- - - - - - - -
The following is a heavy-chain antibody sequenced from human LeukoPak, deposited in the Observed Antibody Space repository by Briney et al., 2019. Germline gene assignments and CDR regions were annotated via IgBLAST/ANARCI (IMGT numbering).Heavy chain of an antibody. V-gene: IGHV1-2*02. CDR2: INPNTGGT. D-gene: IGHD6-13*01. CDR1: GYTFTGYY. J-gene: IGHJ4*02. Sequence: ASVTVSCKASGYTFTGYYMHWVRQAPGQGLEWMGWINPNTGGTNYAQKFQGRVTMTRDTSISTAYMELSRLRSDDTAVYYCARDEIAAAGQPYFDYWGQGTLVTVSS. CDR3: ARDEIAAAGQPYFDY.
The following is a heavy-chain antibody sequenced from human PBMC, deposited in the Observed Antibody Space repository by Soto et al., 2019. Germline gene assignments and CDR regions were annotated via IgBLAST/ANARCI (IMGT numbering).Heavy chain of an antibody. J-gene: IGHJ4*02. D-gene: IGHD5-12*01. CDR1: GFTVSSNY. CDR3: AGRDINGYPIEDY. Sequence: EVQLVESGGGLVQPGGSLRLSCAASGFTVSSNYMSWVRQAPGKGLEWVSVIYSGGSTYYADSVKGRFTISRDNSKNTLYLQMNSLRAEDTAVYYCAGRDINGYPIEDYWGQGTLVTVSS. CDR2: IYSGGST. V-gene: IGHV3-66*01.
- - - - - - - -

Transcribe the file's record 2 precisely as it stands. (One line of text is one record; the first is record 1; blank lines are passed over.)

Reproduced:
The following is a heavy-chain antibody sequenced from human PBMC, deposited in the Observed Antibody Space repository by Soto et al., 2019. Germline gene assignments and CDR regions were annotated via IgBLAST/ANARCI (IMGT numbering).Heavy chain of an antibody. J-gene: IGHJ4*02. D-gene: IGHD5-12*01. CDR1: GFTVSSNY. CDR3: AGRDINGYPIEDY. Sequence: EVQLVESGGGLVQPGGSLRLSCAASGFTVSSNYMSWVRQAPGKGLEWVSVIYSGGSTYYADSVKGRFTISRDNSKNTLYLQMNSLRAEDTAVYYCAGRDINGYPIEDYWGQGTLVTVSS. CDR2: IYSGGST. V-gene: IGHV3-66*01.